Apparently hensleya1 overlooked this, so....

Repeat:


What's the source of Dayton water?

And, for that matter, was it really worth holding up the construction of Greater Cincinnati International Airport in Boone county Kentucky for the sake of Cincinnati water?

There's no denying it's basically hard water or that it was ruined some with floride.

(Yeah, I know I spelled fluoride wrong -- no red underline at the time.)

.
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Old 10-24-2015, 02:31 PM
 
860 posts, read 631,512 times
Reputation: 641
Quote:
Originally Posted by Dayton Sux View Post
The maps of the Louisville metro area in the thread header show the consequences of 35 to 40 years of school bussing in the countywide school district, not the consequences of merger.
Don't kid yourself. Of course busing was the issue that was the proverbial straw that broke the camel's back, but the higher standards in just about everything that you can do in a suburb is more restricted (i.e. they make you adhere to higher standards) in a suburban area.

Case in point:

1. Meijer, 8000 E. Broad St., Columbus - Painted concrete slab exterior.

https://goo.gl/maps/ZiY5HKFe6T92

2. Target, next door, Columbus - Painted concrete block.

https://goo.gl/maps/3Aed42iR6iu

3. Lowe's and Aldi, right across the street but in Reynoldsburg - Brick front.

https://goo.gl/maps/FFcmTpAuXE42

4. Target in Whitehall (blue collar suburb) - Brick and block

https://goo.gl/maps/Dg3DLpU6W5M2

5. Walmart in Whitehall - Again, brick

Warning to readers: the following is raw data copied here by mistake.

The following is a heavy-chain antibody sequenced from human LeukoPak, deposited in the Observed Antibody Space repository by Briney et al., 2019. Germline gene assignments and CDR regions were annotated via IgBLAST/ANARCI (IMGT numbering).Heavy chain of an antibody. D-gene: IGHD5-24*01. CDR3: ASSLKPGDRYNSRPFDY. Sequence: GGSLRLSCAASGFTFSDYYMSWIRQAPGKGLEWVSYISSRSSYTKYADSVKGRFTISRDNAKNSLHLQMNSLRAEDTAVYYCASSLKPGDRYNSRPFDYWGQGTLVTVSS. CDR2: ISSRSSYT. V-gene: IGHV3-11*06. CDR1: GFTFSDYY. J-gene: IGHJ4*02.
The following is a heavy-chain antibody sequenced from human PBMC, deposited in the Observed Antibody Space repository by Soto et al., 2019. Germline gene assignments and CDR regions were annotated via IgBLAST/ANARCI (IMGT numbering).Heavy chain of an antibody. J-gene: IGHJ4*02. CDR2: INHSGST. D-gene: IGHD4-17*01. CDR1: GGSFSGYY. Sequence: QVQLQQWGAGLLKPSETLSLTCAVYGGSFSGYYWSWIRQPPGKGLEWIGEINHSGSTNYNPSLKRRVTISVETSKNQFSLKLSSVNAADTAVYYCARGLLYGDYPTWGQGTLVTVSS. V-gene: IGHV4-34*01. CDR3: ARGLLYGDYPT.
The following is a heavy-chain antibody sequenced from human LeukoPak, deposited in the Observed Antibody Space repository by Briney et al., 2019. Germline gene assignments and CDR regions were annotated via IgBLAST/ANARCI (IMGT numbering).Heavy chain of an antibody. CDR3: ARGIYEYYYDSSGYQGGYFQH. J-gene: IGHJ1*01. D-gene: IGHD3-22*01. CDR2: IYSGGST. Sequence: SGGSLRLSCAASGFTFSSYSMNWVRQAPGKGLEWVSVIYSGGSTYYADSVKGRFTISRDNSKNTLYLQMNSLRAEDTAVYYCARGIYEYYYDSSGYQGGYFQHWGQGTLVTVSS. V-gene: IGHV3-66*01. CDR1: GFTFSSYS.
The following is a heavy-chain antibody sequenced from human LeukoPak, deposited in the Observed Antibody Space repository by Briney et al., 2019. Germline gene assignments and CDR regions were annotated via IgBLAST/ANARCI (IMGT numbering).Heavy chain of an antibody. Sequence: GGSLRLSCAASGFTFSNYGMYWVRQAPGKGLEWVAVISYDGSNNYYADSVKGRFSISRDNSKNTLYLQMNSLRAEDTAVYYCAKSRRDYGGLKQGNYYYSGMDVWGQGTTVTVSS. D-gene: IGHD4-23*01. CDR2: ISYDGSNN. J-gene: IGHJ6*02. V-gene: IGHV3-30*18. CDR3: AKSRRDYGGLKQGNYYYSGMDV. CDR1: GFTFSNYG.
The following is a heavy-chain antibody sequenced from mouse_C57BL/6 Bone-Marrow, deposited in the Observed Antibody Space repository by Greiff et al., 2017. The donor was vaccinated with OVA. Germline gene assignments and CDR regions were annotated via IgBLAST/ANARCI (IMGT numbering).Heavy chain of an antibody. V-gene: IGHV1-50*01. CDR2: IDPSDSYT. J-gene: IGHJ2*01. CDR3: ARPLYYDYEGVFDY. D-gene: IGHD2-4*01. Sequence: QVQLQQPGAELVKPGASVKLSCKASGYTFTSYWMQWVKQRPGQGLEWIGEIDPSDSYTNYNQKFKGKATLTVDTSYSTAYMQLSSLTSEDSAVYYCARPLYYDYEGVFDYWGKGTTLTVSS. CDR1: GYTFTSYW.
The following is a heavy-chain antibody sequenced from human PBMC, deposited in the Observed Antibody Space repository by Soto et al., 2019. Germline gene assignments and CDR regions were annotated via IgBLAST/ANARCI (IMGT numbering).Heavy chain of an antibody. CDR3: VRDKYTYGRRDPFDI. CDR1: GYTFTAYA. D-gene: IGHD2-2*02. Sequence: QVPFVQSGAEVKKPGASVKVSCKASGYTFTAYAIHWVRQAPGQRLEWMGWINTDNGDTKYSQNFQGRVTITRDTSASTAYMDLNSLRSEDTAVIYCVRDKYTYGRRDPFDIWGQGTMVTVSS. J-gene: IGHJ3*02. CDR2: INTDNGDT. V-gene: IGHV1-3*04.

https://goo.gl/maps/8UNAYeCGSw32

Standards are higher in the suburbs. Even blue collar suburbs! Everything from fast food joints to discount stores have to adhere to these standards. They can't do that in the city because it prices business out.
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Old 10-24-2015, 02:44 PM
 
860 posts, read 631,512 times
Reputation: 641
Quote:
Originally Posted by Dayton Sux View Post

Thinking about this merger one realizes how pointless it is. How little would actually be merged. The efficiencies and cost savings would be minimal (we have not seen any numbers on this, BTW).

I can think of maybe three departments that could be merged. Mont. County Parks and the City Dept Parks & Recreation, County Engineer & City Public Works, and the County Sheriff and Dayton PD.

The PD/Sheriff merger would affect townships that contract with the county sherrif for police protection. They would be contracting with the merged PD instead, or they could do what Miami Twp has done & have their own PD.

So, any other city and county agencies that would be merged. Almost want to lay the county and city "wiring diagram" org charts side by side and see what boxes could be combined....hmm
I think merger of the city and county would also be a territorial merger by default. If that's the case, good luck getting a cop out to the far reaches of Montgomery County when you need them. They're going to be busy handling the black lives matter people, not to mention that a city just isn't set up to govern a rural area.

That begs another question. Government in a rural area is very simple -- not many people live there so government doesn't do too much. Not only that, but you have a voice in what goes on and government is very responsive. The reverse is true in an urban area and it requires a more complicated government.

It sounds to me that you are shooting a butterfly with a bazooka if you put city government in charge of rural areas.

However, I think it makes a lot of sense to merge fire departments since staffing isn't really determined by needs in the inner city areas.


Quote:
Originally Posted by SWOH View Post
So the "middle class" of blue collar people in big factories, McDonald's kitchens, etc. can't be "middle class". It's not going to work out. But they can make minimum wage, and government can determine a rate which provides these workers with an adequate living given their location in the USA and its cost of living. Set a rate, index it and update it every year, and move on.
Have you been to a fast food joint lately? $6 or $7 for a McDonalds or Wendy's combo meal. Chick-Fil-A almost $9 for a grilled chicken sandwich. THAT isn't going to work, either.